EyeTV HD does not support 1080p and there’s a bad bug in the early Apple TV 4th gen that doesn’t “remember” 720p settings. It keeps switching back to “Auto”, which means back to 1080p. My radar has been closed as a duplicate. So it isn’t just me.

QuickTime Player offers a better approach. Just keep your Apple TV connected through USB-C. It takes several steps to get this set up properly but feeding your Apple TV through QuickTime Player not only lets you skip extra monitors on your desk, it enables you to take screenshots and record usage videos. It’s super handy.

Most modern monitors (assuming you’re not working on an iMac) provide multiple HDMI-in ports. If available, you can use these during Apple TV set-up to see what’s going on onscreen. Consider using your display’s picture-in-picture features to multi-share your screen.

Using QuickTime requires that Apple TV’s HDMI port is connected somewhere. As @Rizwan noted on Twitter: “Not rendering UI for me as headless after setup on TV, unless HDMI active. No screenshots either.” So make sure that the HDMI port is connected. Mine always was throughout the entire dev preview period and it didn’t occur to me to disconnect to check in my initial  write-up, which I’ve updated in-place several times.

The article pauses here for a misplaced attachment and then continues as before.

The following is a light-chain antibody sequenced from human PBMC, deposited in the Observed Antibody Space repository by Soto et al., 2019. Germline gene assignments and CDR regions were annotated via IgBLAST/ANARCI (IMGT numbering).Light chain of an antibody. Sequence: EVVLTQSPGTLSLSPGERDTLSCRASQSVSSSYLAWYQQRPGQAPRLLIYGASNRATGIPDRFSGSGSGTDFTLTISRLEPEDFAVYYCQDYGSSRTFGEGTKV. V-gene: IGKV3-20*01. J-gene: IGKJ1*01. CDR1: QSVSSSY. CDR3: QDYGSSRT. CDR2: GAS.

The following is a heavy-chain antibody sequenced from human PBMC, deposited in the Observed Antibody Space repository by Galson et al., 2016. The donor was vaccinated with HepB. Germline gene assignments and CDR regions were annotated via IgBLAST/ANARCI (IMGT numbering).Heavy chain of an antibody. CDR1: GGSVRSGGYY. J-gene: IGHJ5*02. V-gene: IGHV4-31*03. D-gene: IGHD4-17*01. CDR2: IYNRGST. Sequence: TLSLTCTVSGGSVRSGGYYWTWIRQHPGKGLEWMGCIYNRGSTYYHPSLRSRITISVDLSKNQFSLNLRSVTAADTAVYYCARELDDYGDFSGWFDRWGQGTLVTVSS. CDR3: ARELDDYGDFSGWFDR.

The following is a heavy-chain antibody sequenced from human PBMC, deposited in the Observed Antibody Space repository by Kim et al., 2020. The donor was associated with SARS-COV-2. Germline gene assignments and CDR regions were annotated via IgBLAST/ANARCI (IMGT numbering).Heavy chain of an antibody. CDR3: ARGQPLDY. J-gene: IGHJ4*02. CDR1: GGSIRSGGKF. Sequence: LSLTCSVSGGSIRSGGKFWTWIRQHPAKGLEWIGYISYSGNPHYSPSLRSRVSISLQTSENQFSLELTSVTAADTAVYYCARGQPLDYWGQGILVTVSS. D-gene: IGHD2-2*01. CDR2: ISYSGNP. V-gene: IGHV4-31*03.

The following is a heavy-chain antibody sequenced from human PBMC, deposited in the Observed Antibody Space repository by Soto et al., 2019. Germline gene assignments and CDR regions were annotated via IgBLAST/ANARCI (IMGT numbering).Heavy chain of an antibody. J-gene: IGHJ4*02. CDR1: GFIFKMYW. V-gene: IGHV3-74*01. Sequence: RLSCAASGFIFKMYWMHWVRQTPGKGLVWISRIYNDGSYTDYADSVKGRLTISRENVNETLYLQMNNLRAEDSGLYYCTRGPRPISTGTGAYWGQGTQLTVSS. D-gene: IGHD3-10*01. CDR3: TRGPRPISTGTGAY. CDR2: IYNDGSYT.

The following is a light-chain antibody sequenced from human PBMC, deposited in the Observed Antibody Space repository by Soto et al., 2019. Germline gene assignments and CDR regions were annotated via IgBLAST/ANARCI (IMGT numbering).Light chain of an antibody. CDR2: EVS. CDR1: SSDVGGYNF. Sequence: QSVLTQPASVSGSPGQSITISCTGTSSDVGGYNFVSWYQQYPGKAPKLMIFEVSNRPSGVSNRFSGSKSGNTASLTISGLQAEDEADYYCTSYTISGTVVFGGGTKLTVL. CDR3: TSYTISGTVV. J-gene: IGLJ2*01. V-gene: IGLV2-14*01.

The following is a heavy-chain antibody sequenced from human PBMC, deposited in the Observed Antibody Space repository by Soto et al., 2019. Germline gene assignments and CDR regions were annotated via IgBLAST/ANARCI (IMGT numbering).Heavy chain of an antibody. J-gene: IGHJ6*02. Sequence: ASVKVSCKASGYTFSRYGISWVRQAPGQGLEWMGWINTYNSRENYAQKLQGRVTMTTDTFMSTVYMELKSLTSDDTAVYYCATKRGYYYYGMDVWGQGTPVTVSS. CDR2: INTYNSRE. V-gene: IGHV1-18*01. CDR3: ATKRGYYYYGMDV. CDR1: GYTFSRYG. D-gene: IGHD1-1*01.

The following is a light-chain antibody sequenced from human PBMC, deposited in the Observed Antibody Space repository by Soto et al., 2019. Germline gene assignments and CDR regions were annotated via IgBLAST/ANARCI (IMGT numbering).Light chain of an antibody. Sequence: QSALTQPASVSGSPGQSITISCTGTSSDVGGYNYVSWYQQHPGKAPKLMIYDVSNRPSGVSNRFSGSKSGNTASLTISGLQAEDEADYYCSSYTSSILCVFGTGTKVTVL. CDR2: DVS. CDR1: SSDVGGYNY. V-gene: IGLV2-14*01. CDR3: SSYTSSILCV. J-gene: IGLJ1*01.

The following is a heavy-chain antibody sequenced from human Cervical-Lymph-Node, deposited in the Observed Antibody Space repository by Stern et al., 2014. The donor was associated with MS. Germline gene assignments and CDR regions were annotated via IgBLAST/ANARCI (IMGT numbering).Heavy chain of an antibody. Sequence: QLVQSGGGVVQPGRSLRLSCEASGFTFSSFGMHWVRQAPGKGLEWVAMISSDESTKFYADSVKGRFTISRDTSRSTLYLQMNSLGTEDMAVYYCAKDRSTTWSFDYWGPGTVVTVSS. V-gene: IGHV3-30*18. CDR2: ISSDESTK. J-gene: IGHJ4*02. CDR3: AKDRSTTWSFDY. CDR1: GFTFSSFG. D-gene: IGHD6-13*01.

When available, you can always just throw the other end of an HDMI cable onto a spare port on the back of your display. The HDMI doesn’t have to actually be viewed just connected. You can also use a headless dongle that pretends to be a display to ensure your Apple TV is set up for dev use:

Connecting to a spare HDMI port on your monitor allows you to switch over to full-screen TV mode if you’d like. I should note, however, that from a consumer point of view, the 4th gen model is still greatly lacking in usability. I keep a 2nd gen next to my 4th gen and use it to watch movies because the 4th gen just isn’t up to the task.

Once you’ve got the HDMI port bit sorted out, you’re ready to get going.


Restore your device in iTunes. It helps to download the new firmware and put your device into recovery mode. (Press menu and play-pause until the white light repeatedly blinks) Option-Restore and select the firmware.